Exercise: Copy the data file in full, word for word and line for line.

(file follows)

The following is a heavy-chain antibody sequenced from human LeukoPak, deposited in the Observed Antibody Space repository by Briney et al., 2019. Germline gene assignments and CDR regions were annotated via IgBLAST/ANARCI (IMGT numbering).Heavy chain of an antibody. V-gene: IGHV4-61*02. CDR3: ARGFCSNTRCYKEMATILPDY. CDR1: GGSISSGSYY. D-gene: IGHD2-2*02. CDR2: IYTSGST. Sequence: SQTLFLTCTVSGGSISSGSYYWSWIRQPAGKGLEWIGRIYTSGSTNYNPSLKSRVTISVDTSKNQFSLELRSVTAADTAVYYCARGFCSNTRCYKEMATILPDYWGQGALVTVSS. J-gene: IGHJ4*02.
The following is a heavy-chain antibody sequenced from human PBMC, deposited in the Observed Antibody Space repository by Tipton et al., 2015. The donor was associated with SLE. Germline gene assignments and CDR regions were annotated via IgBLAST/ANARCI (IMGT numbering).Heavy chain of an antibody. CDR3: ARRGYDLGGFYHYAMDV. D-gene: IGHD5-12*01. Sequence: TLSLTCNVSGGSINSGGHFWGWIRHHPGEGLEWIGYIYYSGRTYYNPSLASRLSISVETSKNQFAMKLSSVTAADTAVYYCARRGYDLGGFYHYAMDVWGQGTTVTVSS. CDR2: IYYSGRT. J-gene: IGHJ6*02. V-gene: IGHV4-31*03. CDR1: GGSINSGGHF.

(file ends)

The following is a heavy-chain antibody sequenced from human LeukoPak, deposited in the Observed Antibody Space repository by Briney et al., 2019. Germline gene assignments and CDR regions were annotated via IgBLAST/ANARCI (IMGT numbering).Heavy chain of an antibody. V-gene: IGHV4-61*02. CDR3: ARGFCSNTRCYKEMATILPDY. CDR1: GGSISSGSYY. D-gene: IGHD2-2*02. CDR2: IYTSGST. Sequence: SQTLFLTCTVSGGSISSGSYYWSWIRQPAGKGLEWIGRIYTSGSTNYNPSLKSRVTISVDTSKNQFSLELRSVTAADTAVYYCARGFCSNTRCYKEMATILPDYWGQGALVTVSS. J-gene: IGHJ4*02.
The following is a heavy-chain antibody sequenced from human PBMC, deposited in the Observed Antibody Space repository by Tipton et al., 2015. The donor was associated with SLE. Germline gene assignments and CDR regions were annotated via IgBLAST/ANARCI (IMGT numbering).Heavy chain of an antibody. CDR3: ARRGYDLGGFYHYAMDV. D-gene: IGHD5-12*01. Sequence: TLSLTCNVSGGSINSGGHFWGWIRHHPGEGLEWIGYIYYSGRTYYNPSLASRLSISVETSKNQFAMKLSSVTAADTAVYYCARRGYDLGGFYHYAMDVWGQGTTVTVSS. CDR2: IYYSGRT. J-gene: IGHJ6*02. V-gene: IGHV4-31*03. CDR1: GGSINSGGHF.